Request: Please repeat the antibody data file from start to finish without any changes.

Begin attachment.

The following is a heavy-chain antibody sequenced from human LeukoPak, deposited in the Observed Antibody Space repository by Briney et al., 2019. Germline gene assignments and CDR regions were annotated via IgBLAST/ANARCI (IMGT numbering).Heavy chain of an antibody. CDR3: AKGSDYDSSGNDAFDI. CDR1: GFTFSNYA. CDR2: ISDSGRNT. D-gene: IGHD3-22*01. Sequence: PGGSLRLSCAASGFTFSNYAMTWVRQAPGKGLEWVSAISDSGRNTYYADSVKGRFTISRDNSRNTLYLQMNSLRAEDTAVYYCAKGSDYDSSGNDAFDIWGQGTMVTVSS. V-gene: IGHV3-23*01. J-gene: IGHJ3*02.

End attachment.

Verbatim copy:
The following is a heavy-chain antibody sequenced from human LeukoPak, deposited in the Observed Antibody Space repository by Briney et al., 2019. Germline gene assignments and CDR regions were annotated via IgBLAST/ANARCI (IMGT numbering).Heavy chain of an antibody. CDR3: AKGSDYDSSGNDAFDI. CDR1: GFTFSNYA. CDR2: ISDSGRNT. D-gene: IGHD3-22*01. Sequence: PGGSLRLSCAASGFTFSNYAMTWVRQAPGKGLEWVSAISDSGRNTYYADSVKGRFTISRDNSRNTLYLQMNSLRAEDTAVYYCAKGSDYDSSGNDAFDIWGQGTMVTVSS. V-gene: IGHV3-23*01. J-gene: IGHJ3*02.